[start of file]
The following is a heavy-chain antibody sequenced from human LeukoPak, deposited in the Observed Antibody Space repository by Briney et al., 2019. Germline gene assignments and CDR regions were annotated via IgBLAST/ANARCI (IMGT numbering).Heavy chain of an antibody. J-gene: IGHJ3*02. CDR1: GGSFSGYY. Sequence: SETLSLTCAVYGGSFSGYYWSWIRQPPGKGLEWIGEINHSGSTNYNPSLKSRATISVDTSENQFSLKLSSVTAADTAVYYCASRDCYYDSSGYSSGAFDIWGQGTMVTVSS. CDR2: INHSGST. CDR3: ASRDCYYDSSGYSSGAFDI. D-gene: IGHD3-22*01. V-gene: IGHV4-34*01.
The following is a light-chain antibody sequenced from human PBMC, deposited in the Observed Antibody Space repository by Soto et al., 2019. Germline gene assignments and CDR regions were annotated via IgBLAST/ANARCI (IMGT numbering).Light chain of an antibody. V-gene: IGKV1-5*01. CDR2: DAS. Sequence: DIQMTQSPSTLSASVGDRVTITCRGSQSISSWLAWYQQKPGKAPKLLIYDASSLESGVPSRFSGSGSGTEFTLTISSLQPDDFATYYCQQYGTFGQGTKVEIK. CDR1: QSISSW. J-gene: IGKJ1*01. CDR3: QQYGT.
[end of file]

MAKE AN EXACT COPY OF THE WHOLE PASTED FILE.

The following is a heavy-chain antibody sequenced from human LeukoPak, deposited in the Observed Antibody Space repository by Briney et al., 2019. Germline gene assignments and CDR regions were annotated via IgBLAST/ANARCI (IMGT numbering).Heavy chain of an antibody. J-gene: IGHJ3*02. CDR1: GGSFSGYY. Sequence: SETLSLTCAVYGGSFSGYYWSWIRQPPGKGLEWIGEINHSGSTNYNPSLKSRATISVDTSENQFSLKLSSVTAADTAVYYCASRDCYYDSSGYSSGAFDIWGQGTMVTVSS. CDR2: INHSGST. CDR3: ASRDCYYDSSGYSSGAFDI. D-gene: IGHD3-22*01. V-gene: IGHV4-34*01.
The following is a light-chain antibody sequenced from human PBMC, deposited in the Observed Antibody Space repository by Soto et al., 2019. Germline gene assignments and CDR regions were annotated via IgBLAST/ANARCI (IMGT numbering).Light chain of an antibody. V-gene: IGKV1-5*01. CDR2: DAS. Sequence: DIQMTQSPSTLSASVGDRVTITCRGSQSISSWLAWYQQKPGKAPKLLIYDASSLESGVPSRFSGSGSGTEFTLTISSLQPDDFATYYCQQYGTFGQGTKVEIK. CDR1: QSISSW. J-gene: IGKJ1*01. CDR3: QQYGT.